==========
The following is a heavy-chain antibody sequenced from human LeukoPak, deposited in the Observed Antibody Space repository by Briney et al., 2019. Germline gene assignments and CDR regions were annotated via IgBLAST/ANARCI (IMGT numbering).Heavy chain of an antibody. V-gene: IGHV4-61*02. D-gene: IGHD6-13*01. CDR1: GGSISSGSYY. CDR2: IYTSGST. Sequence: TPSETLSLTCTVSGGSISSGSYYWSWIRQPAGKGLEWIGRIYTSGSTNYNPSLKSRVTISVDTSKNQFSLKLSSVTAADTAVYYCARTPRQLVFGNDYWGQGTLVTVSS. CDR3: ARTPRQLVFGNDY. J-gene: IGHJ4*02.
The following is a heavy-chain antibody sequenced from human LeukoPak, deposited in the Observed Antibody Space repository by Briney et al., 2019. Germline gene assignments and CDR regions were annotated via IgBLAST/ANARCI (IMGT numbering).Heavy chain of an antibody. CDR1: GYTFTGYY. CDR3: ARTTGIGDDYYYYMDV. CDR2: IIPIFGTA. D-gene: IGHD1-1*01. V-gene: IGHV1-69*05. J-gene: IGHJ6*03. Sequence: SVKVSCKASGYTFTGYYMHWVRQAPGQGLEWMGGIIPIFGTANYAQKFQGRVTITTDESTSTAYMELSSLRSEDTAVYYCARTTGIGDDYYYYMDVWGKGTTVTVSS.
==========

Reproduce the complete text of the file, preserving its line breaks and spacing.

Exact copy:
The following is a heavy-chain antibody sequenced from human LeukoPak, deposited in the Observed Antibody Space repository by Briney et al., 2019. Germline gene assignments and CDR regions were annotated via IgBLAST/ANARCI (IMGT numbering).Heavy chain of an antibody. V-gene: IGHV4-61*02. D-gene: IGHD6-13*01. CDR1: GGSISSGSYY. CDR2: IYTSGST. Sequence: TPSETLSLTCTVSGGSISSGSYYWSWIRQPAGKGLEWIGRIYTSGSTNYNPSLKSRVTISVDTSKNQFSLKLSSVTAADTAVYYCARTPRQLVFGNDYWGQGTLVTVSS. CDR3: ARTPRQLVFGNDY. J-gene: IGHJ4*02.
The following is a heavy-chain antibody sequenced from human LeukoPak, deposited in the Observed Antibody Space repository by Briney et al., 2019. Germline gene assignments and CDR regions were annotated via IgBLAST/ANARCI (IMGT numbering).Heavy chain of an antibody. CDR1: GYTFTGYY. CDR3: ARTTGIGDDYYYYMDV. CDR2: IIPIFGTA. D-gene: IGHD1-1*01. V-gene: IGHV1-69*05. J-gene: IGHJ6*03. Sequence: SVKVSCKASGYTFTGYYMHWVRQAPGQGLEWMGGIIPIFGTANYAQKFQGRVTITTDESTSTAYMELSSLRSEDTAVYYCARTTGIGDDYYYYMDVWGKGTTVTVSS.